The Place of Religion in American Society
Religious Institutions. America has evolved a system of state noninterference with religion—the so-called neutrality principle. There is no official state run religious body. Religious organizations can freely operate without state permission, and groups are even free to develop new religious movements with outlandish theologies or truth claims that may be seen as hostile to the state interests, at least in theory. The courts have protected religious groups from state interference in religious matters, though a case recently heard before the United States Supreme Court, Hosanna-Tabor Evangelical Lutheran Church and School v. EEOC, tested the way that the court construes the “ministerial exception” and found that religious groups have broad discretion when defining job descriptions as religious in nature. The Supreme Court for “first time recognized a “ministerial exception” to employment discrimination laws, saying that churches and other religious groups must be free to choose and dismiss their leaders without government interference.” The government stance toward religious bodies has been to ensure that they avoid entanglements in cases that require judgments to be made on matters of theology or doctrine.
Individual expression of religion. Religion for individuals is protected from discrimination and undue burdens. Laws about religious accommodation in religious dress, observance, and even the ability to object to certain work or civil duties, though occasionally contentious, are well established. Individual freedom of conscience has been protected beginning with conscientious objector status for pacifists during the American Revolution. Today, the right remains protected to the extent that pharmacists can refuse to fulfill prescriptions for contraception based on their religious objections.
This posture against establishing religion and protecting religious freedom by the state has helped to create, either by default or design, an enabling environment for religion to flourish in American society. Americans are more religious than other members of western industrialized nations and there are nearly 350,000 congregations in the United States. In Los Angeles alone, there are over 8,500 faith-based institutions (mainly congregations and nonprofit organizations). This number does include less formal groups that do not have their own permanent physical space or groups who are not registered as non-profit organizations for tax purposes. There is a marketplace of religious life in the United States that is attractive to many immigrant groups, especially those fleeing religious persecution in their countries of origin.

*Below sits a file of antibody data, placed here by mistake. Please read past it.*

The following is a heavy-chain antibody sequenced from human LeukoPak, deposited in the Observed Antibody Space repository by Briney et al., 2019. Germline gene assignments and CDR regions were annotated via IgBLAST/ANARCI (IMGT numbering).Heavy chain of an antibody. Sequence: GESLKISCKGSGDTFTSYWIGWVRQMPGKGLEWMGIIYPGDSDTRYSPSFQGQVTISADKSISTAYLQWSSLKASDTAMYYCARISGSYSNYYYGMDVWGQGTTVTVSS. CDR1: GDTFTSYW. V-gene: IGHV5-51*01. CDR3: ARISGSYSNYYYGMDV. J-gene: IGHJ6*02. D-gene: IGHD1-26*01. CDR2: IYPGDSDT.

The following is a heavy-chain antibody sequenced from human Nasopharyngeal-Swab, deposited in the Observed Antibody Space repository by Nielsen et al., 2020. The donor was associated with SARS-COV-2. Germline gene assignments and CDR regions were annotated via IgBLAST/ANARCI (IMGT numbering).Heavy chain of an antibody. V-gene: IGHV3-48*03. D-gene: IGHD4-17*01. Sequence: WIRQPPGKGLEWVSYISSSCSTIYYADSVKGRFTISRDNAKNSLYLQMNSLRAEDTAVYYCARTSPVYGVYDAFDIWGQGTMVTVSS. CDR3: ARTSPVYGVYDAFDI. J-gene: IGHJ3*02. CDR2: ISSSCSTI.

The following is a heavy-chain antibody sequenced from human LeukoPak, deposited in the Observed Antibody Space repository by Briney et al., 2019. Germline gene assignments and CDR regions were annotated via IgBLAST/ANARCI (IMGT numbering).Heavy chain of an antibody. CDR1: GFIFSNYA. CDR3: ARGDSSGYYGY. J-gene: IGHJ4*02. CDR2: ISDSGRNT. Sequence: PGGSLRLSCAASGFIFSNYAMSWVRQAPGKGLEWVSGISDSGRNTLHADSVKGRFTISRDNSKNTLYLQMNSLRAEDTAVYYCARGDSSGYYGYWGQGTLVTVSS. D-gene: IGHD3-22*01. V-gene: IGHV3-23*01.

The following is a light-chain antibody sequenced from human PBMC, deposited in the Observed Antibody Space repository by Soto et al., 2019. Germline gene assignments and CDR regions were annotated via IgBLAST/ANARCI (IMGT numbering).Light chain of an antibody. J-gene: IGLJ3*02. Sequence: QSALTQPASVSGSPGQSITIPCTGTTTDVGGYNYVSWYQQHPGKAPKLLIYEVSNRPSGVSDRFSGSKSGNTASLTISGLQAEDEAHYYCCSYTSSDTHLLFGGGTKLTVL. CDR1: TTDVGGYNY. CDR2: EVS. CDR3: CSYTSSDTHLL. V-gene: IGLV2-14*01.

Opportunities and limits on religion in the public sphere. But religion in the U.S. is neither an entirely private affair, nor a new phenomenon. There has always been a role for religion in the U.S. that is neither entirely private, nor entirely political: the so-called third space—the public square or civil society. This space, and religion’s role in it, is still being grappled with, contested, and formed, especially as civil society in the U.S. is increasingly politicized and some scholars argue religion is being deprivatized in light of the failure of secularization.
America is permeated by religious vocabulary and appeal to values in public and even overtly political discourse. Religious institutions, leaders, and followers have played roles in every major political movement in the United States, and have been on every side of those issues, from supporting to abolishing slavery, to women’s suffrage, and civil rights for African Americans.
Religion in the United States occupies an important place in the public square. Despite scholarship and surveys noting the decline of religion in many industrialized countries, the United States remains highly religious both in terms of attendance at services and in individual beliefs and practices related to religion and spirituality.
Yet, Americans are split about their views of religious leaders taking explicit roles in politics. Even among conservatives, a growing number are skeptical of religion’s active role in the political arena. “The new national survey by the Pew Research Center reveals that most of the reconsideration of the desirability of religious involvement in politics has occurred among conservatives. Four years ago, just 30% of conservatives believed that churches and other houses of worship should stay out of politics. Today, 50% of conservatives express this view.” Many religious leaders have had failed, stunted, or short-lived political careers; being a religious leader is no guarantee of a successful political following. Tax codes that enable religious institutions to be exempt from taxes also bar congregations and leaders from endorsing candidates from the pulpit. Religious institutions often walk a fine line between advocating for policies or change based on their religious convictions and explicitly engaging in partisan politics.